Daylight Assault on Democracy, Legalized Corruption and Company Raj
(The manner in which the Finance Bill 2017 was passed in the Lok Sabha was a complete violation of parliamentary democracy. Several key aspects of the Bill – now a law – are deeply dangerous for India’s democracy. It is all the more dangerous that this Bill could be enacted into law without any substantial discussion among Indian citizens, with most media houses blatantly washing their hands off the responsibility to inform the public about the implications of this law for their lives. What are the implications of the Finance Bill 2017 for Indian citizens and Indian democracy? Let us find out. – Ed/)
(a) Last Minute, Secretive Amendments
It is important for the health of a democracy that members of Parliament as well as the general public should be fully informed, well on time, about proposed changes in any law so that the proposed changes can be fully understood and widely discussed and debates, both inside and outside Parliament. This principle was openly violated in the passing of the Finance Bill 2017.
The Finance Bill 2017 introduced by Finance Minister Arun Jaitley on February 1, 2017 during the Budget Session of Parliament had 150 clauses. On March 21, the very day before the Bill was put to vote the Finance Minister introduced no less than 33 new clauses in the Bill! Not only that, these new clauses were circulated among MPs only after MPs from the major parties had already spoken! So when the Bill was finally put to vote, most MPs were kept in the dark about the actual contents of the Bill.
(b) Non-Money Matters Bundled Into ‘Money Bill’ To Bypass Rajya Sabha
Under Article 110 of the Constitution, the Finance Bill is a money bill – and must contain no matters that do not relate to taxation or finance. Only the Lok Sabha is allowed to consider and vote on money bills. The Rajya Sabha can only give recommendations on money bills, that the Lok Sabha can choose to ignore.
BJP has an absolute majority in the Lok Sabha but not in the Rajya Sabha. So, it chose to bypass the Rajya Sabha by including 40 amendments in the Finance Bill, many of which have nothing to do with taxation or finance!
Rule No. 80 of the Parliamentary rule book states that only amendments relevant to the subject matter of a particular Bill can be introduced. Rule 388 allows the Speaker of the House to suspend any rule for a particular motion – so the Speaker suspended Rule 80 to allow the Finance Minister to introduce non-money matters in the money bill!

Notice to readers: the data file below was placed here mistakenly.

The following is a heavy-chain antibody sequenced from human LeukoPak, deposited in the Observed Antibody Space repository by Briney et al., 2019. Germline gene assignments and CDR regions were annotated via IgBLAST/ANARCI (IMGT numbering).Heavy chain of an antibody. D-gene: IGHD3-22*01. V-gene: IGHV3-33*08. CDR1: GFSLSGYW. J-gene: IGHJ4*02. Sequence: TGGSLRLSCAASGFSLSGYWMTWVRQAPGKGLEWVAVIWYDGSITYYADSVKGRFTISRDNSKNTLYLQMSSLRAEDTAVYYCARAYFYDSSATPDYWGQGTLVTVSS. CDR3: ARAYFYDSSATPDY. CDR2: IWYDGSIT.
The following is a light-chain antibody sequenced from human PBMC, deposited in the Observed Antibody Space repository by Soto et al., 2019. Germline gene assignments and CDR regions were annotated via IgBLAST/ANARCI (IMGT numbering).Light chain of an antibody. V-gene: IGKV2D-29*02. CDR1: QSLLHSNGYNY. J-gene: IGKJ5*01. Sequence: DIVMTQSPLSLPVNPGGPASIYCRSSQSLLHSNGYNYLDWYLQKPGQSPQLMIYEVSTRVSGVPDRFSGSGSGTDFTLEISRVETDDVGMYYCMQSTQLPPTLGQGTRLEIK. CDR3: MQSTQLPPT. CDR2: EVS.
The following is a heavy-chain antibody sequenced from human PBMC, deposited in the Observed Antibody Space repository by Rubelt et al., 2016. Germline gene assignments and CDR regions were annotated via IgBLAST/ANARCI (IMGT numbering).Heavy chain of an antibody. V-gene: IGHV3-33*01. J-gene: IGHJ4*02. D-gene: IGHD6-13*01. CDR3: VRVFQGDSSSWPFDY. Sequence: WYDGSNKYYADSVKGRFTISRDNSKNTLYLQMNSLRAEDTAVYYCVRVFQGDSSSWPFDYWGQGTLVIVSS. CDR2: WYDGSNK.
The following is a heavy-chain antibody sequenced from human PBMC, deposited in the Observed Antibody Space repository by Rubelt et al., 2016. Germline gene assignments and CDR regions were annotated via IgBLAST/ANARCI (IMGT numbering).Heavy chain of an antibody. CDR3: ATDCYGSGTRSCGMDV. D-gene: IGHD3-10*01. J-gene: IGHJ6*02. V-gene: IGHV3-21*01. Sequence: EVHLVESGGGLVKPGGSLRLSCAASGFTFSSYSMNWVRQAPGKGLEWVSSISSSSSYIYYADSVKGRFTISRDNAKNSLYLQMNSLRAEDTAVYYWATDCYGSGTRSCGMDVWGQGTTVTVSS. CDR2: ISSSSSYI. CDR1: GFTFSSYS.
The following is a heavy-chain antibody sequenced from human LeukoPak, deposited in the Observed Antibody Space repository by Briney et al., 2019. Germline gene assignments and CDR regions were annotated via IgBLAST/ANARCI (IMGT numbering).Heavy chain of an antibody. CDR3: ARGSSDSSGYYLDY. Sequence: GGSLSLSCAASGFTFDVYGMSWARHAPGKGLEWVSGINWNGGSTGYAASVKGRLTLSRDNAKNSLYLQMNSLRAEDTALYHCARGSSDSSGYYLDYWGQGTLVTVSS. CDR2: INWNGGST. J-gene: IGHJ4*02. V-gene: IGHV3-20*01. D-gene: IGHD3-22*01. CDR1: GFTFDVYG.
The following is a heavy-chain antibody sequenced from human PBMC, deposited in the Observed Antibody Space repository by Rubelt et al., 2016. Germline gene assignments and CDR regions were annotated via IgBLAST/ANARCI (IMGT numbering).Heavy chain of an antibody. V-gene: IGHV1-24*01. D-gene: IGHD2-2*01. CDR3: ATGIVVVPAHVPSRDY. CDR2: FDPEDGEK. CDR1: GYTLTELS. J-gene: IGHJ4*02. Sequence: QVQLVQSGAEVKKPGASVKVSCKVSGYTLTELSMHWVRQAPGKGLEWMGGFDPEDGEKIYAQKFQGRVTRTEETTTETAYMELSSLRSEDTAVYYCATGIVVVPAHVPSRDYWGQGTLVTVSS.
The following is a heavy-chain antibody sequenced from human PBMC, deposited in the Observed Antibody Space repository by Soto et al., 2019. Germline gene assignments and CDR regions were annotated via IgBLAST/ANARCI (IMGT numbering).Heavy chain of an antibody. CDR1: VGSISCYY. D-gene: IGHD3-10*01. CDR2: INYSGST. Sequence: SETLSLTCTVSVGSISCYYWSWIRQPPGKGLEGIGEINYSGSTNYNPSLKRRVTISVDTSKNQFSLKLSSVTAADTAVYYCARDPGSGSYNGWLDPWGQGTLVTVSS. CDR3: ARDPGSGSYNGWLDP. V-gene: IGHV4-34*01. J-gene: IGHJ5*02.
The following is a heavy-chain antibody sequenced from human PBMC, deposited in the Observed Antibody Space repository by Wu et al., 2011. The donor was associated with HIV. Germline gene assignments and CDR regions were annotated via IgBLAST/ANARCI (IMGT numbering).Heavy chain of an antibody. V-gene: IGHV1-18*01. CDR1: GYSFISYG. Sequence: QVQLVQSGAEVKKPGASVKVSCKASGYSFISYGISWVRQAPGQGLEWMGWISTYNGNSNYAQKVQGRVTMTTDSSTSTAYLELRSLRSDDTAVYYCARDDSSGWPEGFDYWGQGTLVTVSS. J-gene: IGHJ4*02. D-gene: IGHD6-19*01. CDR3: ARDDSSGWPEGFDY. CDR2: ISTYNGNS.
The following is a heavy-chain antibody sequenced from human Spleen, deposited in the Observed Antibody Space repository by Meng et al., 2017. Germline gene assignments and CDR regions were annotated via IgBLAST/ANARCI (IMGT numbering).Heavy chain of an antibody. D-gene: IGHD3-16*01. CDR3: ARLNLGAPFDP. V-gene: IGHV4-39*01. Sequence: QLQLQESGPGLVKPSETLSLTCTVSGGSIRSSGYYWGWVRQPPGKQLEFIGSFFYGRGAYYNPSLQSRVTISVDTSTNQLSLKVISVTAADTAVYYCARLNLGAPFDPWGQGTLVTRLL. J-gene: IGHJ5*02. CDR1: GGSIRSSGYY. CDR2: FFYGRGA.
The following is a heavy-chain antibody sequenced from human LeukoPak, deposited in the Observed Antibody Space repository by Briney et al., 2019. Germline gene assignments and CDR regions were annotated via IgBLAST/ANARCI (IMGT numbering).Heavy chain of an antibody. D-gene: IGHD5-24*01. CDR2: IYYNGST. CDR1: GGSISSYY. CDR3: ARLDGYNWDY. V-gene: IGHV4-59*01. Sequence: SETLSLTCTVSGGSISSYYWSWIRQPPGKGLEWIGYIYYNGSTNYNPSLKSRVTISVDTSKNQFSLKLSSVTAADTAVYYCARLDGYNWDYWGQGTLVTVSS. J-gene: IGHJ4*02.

It is unconstitutional for the Finance Bill to include non-money matters, since Article 110 of the Constitution states clearly that “a Bill shall be deemed to be a Money Bill if it contains only provisions dealing with” taxation or finance. When an RSP MP raised this issue in Parliament, Jaitley actually argued that the meaning of ‘only’ is debatable!
Companies Can Now Secretly Donate Unlimited Amounts to Political Parties
Earlier, a company could only contribute up to 7.5% of the average of its net profits in the last three financial years to political parties. Now, this cap has been removed, allowing companies to donate unlimited amounts to political parties.
Earlier, a company would have to disclose the amount it has contributed to political parties, and the names of the political parties to which contributions have been made, in its profit and loss account. Now the company need no longer disclose the amount or the name of the political party, even in its own accounts!
The Bill also allows anybody including foreign sources to use electoral bonds issued by notified banks to donate to political parties anonymously!
So, on the one hand, the Government has put a cap on cash donations above Rs 2000, in the name of cleaning up political funding. But at the same time it is allowing Indian and foreign corporations and rich, possibly criminal individuals to donate unlimited amounts secretly to political parties!
Remember, last year also, the Finance Bill 2016 amended The Foreign Contribution Regulation Act, 2010 (FCRA) to allow foreign sources to make donations to political parties. The FCRA relates more to the concerns that come under the purview of the Home Ministry than to finance or money matters – and yet this amendment was bulldozed through in the Finance Bill to bypass objections of the Rajya Sabha. Moreover the 2016 Bill made this amendment applicable retrospectively; which means even donations taken by BJP or Congress in the past, when such donations were illegal, will now be considered legal! The Delhi High Court had in 2014 held both Congress and BJP guilty of violating FCRA regulations by accepting donations from the UK-based company Vedanta. The Finance Bill 2016 saved both Congress and BJP by changing the definition to magically turn Vedanta into an Indian company!